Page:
Bitcoin's latest challenge: Congress getting it

A sticker on the window of a local pub indicates the acceptance of Bitcoins for payment in Berlin, Germany.

The Senate Committee on Homeland Security heard testimony today about the risks, threats and promises of bitcoin, the decentralized digital currency that has been tied to illegal activity like the website Silk Road, which the F.B.I shut down. But digital currency isn’t just for people making illegal transactions. Speculators love bitcoins. Chinese investors, especially, are spending millions on them. All that bitcoin love sent the price of one bitcoin to an all-time high today, topping $750. But will bitcoins ever be a part of our day to day spending?

Right now, very few businesses accept bitcoins.  There’s a Subway sandwich shop in Allentown Pa., a Massachusetts company that sells socks made of Alpaca, and in some cities you can have a pizza delivered. But that pizza transaction has to go through Riley Alexander, a 25-year-old construction manager who,  with a friend, founded a business called Coins for Pizza.

It basically acts as a middleman between large chains like Dominos and Papa John's, which don’t accept bitcoin, and customers  who want to pay with bitcoins. Alexander says they’ve handled about 800 deliveries since February and they make a small amount on each one, “anywhere from 50 cents to, you know 3, 4 or 5 dollars.” With bitcoins valued at more than $600, that $5 profit is 0.67 percent of a bitcoin.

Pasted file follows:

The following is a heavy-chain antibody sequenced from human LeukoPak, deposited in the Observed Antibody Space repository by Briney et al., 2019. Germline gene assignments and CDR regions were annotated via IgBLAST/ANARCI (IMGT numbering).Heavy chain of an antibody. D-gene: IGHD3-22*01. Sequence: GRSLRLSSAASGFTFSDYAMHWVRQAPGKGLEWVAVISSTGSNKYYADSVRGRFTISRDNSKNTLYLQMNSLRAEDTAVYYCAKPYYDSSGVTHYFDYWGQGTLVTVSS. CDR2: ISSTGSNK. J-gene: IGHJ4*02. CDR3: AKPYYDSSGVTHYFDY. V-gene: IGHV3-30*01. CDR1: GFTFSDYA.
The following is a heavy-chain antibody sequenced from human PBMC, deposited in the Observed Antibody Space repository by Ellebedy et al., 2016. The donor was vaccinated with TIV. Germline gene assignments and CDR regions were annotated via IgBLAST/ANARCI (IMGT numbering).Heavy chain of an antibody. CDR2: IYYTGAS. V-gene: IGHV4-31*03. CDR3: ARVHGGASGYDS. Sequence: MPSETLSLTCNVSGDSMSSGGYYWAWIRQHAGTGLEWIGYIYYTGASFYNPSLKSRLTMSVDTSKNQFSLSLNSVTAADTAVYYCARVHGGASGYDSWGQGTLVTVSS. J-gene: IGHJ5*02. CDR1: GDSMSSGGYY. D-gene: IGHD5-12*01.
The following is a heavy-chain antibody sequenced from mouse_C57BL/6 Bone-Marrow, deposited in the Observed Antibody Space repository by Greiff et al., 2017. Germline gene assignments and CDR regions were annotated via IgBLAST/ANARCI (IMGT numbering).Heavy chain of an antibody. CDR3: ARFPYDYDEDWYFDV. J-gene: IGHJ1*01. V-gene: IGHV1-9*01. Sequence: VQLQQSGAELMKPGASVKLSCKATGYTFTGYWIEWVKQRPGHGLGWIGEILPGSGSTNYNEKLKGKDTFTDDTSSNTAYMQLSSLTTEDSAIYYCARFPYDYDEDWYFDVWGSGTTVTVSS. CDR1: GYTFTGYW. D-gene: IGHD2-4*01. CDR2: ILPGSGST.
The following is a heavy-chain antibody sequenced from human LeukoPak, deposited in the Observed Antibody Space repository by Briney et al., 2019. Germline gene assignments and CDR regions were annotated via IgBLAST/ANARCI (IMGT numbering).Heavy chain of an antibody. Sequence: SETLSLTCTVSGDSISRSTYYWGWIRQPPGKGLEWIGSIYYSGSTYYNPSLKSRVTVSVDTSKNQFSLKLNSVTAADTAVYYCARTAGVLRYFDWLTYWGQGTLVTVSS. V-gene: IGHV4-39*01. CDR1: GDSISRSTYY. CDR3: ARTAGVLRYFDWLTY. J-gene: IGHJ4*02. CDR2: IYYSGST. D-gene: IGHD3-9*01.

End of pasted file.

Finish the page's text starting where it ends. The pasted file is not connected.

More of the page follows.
But then, to their surprise, Alexander and his friend watched as speculation drove up the value of their bitcoins. “That small amount of profit turned into large amounts of profit, you know, over time,” says Alexander.

But that rapid rise in value is not necessarily great news for bitcoin, the currency. Francois Velde, an economist at the Federal Reserve Bank of Chicagom says one of the prerequisites for any widely accepted currency is that it has stability. “The value of it has to become much more stable than it is now,” he says.

Velde described it as a classic chicken and egg problem for bitcoin: “as long as people speculate on it, the value will not stabilize.”

And yet much of this speculation is built on the hopes that bitcoin will become widely accepted and deliver on its promises, such as transactions that eliminate the middleman. Middlemen like Riley Alexander, who wants to see bitcoins accepted everywhere.

“If Domino’s comes up and says, 'hey we are going to take bitcoin,' sure, our business is over, but that’s great, I would love to see that,” Alexander says. “That’s what it’s really all about is getting people to accept it.”

About the author

David Weinberg is a general assignment reporter at Marketplace.

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